Etymology: Middle English rendren, from Anglo-French rendre to give back, surrender, from Vulgar Latin *rendere, alteration of Latin reddere, partly from re- + dare to give & partly from re- + -dere to put — more at date, do
Date: 14th century
a. to melt down <render suet>; also to extract by melting <render lard> b. to treat so as to convert into industrial fats and oils or fertilizer 2. a. to transmit to another ; deliver b. give up, yield c. to furnish for consideration, approval, or information: as (1) to hand down (a legal judgment) (2) to agree on and report (a verdict) 3. a. to give in return or retribution b. (1) give back, restore (2) reflect, echo c. to give in acknowledgment of dependence or obligation ; pay d. to do (a service) for another 4. a. (1) to cause to be or become ; make <enough rainfall…to render irrigation unnecessary — P. E. James> <rendered him helpless> (2) impart b. (1) to reproduce or represent by artistic or verbal means ; depict (2) to give a performance of (3) to produce a copy or version of <the documents are rendered in the original French> (4) to execute the motions of <render a salute> c. translate 5. to direct the execution of ; administer <render justice> 6. to apply a coat of plaster or cement directly to intransitive verb to give recompense • renderable adjective • renderer noun II. noun Date: 1647 a return especially in goods or services due from a feudal tenant to his lord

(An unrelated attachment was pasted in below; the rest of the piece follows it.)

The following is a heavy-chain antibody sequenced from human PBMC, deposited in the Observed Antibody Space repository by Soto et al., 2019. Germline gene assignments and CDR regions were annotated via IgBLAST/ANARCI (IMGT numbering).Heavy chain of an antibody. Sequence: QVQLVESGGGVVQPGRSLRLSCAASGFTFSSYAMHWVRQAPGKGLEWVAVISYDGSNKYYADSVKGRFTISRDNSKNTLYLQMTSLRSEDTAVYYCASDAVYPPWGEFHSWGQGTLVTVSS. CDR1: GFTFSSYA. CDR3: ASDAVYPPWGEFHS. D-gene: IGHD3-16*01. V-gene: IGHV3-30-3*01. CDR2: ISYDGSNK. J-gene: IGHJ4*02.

New Collegiate Dictionary. 2001.